Medicine is a very competitive course to get into and it can be more challenging for those students who don’t have prior knowledge of applying to uni from their parents. If you are a student from a widening participation background (i.e. first person to go to uni, received ready meals, etc), then there are many routes to get into medicine if you didn’t get the three As in your a levels, or think you might not get them.
I was one of those students, and I got ABC on my A levels (Biology, Chemistry and Maths respectively) and now I’m a second year medical student.
So how did I do it? I got into a foundation year, which let me transfer to University of Sheffield to do Medicine A100. I’ll talk more about this later, so make sure to read the whole blog! But first, let me talk a little bit about the different routes into medicine.
Alternative routes into medicine
- Graduate entry medicine: this is for students who already have a degree, but don’t have the required A-levels (and don’t wish to retake) to go through standard undergraduate entry again. GEM can be 4/5 years long as a course. Less unis offer graduate medicine, so it can be more competitive to get into, and you need a strong 2:1 in your previous degree.
- Medicine with a foundation year/gateway year: these are courses aimed at students who either 1) don’t have the right A-levels to get into medicine, or; 2) won’t reach the standard grades to enter medicine (AAA). Some foundation/gateway courses are specifically aimed at widening participation, so might have extra criteria.
- Transferring to medicine from a different course: this is much more rare, but it’s how I got into medicine, through the Foundation in Clinical Sciences/Medicine course at Bradford University, from which I transferred to Medicine at Sheffield.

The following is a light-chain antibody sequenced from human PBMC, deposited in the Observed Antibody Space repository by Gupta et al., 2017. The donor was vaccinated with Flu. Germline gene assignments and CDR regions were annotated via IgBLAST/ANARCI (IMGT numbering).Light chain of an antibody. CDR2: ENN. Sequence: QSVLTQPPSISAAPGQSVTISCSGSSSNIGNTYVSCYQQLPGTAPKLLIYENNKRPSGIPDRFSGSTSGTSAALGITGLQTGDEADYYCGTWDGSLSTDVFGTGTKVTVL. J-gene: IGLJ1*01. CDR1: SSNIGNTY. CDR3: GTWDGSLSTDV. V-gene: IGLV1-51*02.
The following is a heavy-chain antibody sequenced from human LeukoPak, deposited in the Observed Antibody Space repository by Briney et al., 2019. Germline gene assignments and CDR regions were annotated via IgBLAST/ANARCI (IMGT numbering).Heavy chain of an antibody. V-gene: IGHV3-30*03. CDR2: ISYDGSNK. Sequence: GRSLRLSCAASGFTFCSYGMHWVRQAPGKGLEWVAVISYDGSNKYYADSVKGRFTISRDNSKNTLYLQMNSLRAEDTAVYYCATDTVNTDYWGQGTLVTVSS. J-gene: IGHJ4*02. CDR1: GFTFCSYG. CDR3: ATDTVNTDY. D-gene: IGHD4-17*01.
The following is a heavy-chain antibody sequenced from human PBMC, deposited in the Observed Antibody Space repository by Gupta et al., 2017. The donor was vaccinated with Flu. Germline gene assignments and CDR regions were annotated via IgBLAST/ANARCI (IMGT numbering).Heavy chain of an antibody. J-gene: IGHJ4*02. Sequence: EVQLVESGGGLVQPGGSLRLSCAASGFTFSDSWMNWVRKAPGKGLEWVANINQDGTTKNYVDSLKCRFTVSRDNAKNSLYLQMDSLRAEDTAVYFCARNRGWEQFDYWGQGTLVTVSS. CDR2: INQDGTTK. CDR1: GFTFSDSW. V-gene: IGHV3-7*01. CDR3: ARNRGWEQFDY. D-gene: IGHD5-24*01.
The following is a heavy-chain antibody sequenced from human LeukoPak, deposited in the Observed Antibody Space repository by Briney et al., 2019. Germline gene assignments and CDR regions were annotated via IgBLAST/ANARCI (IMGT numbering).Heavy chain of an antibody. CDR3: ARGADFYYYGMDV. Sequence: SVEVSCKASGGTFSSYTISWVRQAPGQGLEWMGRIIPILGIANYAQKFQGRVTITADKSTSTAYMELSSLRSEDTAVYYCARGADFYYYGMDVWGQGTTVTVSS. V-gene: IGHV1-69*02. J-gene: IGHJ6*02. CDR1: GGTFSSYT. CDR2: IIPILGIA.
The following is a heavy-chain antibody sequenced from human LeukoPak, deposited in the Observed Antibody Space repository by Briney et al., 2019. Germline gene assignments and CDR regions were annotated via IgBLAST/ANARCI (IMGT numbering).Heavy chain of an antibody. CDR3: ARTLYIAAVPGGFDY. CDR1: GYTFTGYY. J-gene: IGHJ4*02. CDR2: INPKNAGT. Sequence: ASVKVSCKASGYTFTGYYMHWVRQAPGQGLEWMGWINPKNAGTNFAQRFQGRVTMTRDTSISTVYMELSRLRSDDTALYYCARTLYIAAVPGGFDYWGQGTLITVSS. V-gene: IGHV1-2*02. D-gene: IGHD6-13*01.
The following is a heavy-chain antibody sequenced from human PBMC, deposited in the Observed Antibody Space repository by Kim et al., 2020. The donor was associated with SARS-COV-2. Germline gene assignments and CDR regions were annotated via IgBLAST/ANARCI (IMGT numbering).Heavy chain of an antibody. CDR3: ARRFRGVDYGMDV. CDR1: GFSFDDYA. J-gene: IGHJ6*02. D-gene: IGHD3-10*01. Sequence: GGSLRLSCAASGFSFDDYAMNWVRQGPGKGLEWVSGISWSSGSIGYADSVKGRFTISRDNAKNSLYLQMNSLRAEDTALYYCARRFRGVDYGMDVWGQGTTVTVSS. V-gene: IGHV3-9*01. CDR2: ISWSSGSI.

You can find out more about different routes into medicine via our Guides.
My route into medicine
I applied to the Foundation in Clinical Sciences/Medicine at Bradford after I didn’t get any of my 5 UCAS choices. I applied to this through UCAS Extra (this is when you have no firmed choice, so you are entitled to make another application to any courses that might still have places).
This course lets you apply to medicine at Sheffield at the end of completing the foundation course, at the end of June. You need to get the required grades in the foundation course- in my case it was 70% in Chemistry and 70% overall- and be a WP student to apply. Several other unis accept the foundation year grades, but you need to ask them individually as they change every year.
Choosing to do a Foundation Year
I wanted to get into medicine, however I was rejected by all my choices because of my low UCAT and BMAT scores, which I predicted as I didn’t revise properly for either of them. I also didn’t think I would be getting the grades that I needed for medicine because of how much Covid disrupted my studies.
My other option was to get into graduate medicine, but I didn’t want to do a full three year course on something research related, such as Biomedicine. But I still wanted to do medicine, so before committing to doing a full degree and getting into graduate medicine, I did some research into what other options I had.
While I scoured the web for more information, I found some information about Foundation Years that allow transfers into Medicine if you get the right grades.
Most of the options were very competitive, with only the top 2-3 students transferring, and there were no guaranteed spaces for each year. However, the Foundation Year at Bradford University for Clinical Sciences had a scheme with the University of Sheffield, where each year there are 40 spaces available for students from Bradford to transfer into Sheffield, as long as the grades were achieved, they met their UCAT threshold (found on the University of Sheffield’s website) and passed the interview stage. Out of the options, this seemed to have the most potential.
I entered into Extra on UCAS and added this foundation year as my choice. I was still on the fence whether I wanted to do it or not, but I thought it was a safe choice to put down for the time being (as the grade requirements were low). After a while, I felt like this decision was the right one for me, a gut feeling to say, as I didn’t want to redo my A levels (I just wanted to leave A level maths behind!!!). It was a risky move, but I felt confident that I would have been able to get the grades required, and I wanted to move away from home and become more independent.